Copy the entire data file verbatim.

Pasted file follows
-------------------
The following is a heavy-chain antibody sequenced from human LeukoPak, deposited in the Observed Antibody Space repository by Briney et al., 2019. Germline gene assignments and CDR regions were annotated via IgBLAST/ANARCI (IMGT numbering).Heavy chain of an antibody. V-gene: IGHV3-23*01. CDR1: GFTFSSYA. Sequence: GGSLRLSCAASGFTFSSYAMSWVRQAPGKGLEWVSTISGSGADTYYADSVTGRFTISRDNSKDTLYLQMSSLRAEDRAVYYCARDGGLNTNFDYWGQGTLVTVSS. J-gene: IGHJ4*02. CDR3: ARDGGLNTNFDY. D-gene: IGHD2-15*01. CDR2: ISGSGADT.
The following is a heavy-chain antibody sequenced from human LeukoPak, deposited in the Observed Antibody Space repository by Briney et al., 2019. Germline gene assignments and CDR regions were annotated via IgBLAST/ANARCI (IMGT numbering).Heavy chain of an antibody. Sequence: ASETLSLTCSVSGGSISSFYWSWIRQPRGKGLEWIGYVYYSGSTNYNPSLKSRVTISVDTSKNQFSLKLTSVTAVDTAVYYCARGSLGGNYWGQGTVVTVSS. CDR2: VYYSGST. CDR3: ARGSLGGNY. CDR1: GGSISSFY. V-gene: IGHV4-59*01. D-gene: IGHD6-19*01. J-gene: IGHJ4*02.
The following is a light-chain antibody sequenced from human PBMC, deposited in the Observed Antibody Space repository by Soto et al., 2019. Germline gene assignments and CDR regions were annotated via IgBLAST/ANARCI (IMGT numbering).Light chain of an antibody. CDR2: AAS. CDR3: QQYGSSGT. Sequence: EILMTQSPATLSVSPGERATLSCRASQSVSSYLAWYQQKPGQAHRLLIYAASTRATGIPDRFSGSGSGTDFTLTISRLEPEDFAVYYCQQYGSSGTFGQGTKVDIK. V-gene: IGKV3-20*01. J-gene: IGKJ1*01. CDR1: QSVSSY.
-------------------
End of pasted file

The following is a heavy-chain antibody sequenced from human LeukoPak, deposited in the Observed Antibody Space repository by Briney et al., 2019. Germline gene assignments and CDR regions were annotated via IgBLAST/ANARCI (IMGT numbering).Heavy chain of an antibody. V-gene: IGHV3-23*01. CDR1: GFTFSSYA. Sequence: GGSLRLSCAASGFTFSSYAMSWVRQAPGKGLEWVSTISGSGADTYYADSVTGRFTISRDNSKDTLYLQMSSLRAEDRAVYYCARDGGLNTNFDYWGQGTLVTVSS. J-gene: IGHJ4*02. CDR3: ARDGGLNTNFDY. D-gene: IGHD2-15*01. CDR2: ISGSGADT.
The following is a heavy-chain antibody sequenced from human LeukoPak, deposited in the Observed Antibody Space repository by Briney et al., 2019. Germline gene assignments and CDR regions were annotated via IgBLAST/ANARCI (IMGT numbering).Heavy chain of an antibody. Sequence: ASETLSLTCSVSGGSISSFYWSWIRQPRGKGLEWIGYVYYSGSTNYNPSLKSRVTISVDTSKNQFSLKLTSVTAVDTAVYYCARGSLGGNYWGQGTVVTVSS. CDR2: VYYSGST. CDR3: ARGSLGGNY. CDR1: GGSISSFY. V-gene: IGHV4-59*01. D-gene: IGHD6-19*01. J-gene: IGHJ4*02.
The following is a light-chain antibody sequenced from human PBMC, deposited in the Observed Antibody Space repository by Soto et al., 2019. Germline gene assignments and CDR regions were annotated via IgBLAST/ANARCI (IMGT numbering).Light chain of an antibody. CDR2: AAS. CDR3: QQYGSSGT. Sequence: EILMTQSPATLSVSPGERATLSCRASQSVSSYLAWYQQKPGQAHRLLIYAASTRATGIPDRFSGSGSGTDFTLTISRLEPEDFAVYYCQQYGSSGTFGQGTKVDIK. V-gene: IGKV3-20*01. J-gene: IGKJ1*01. CDR1: QSVSSY.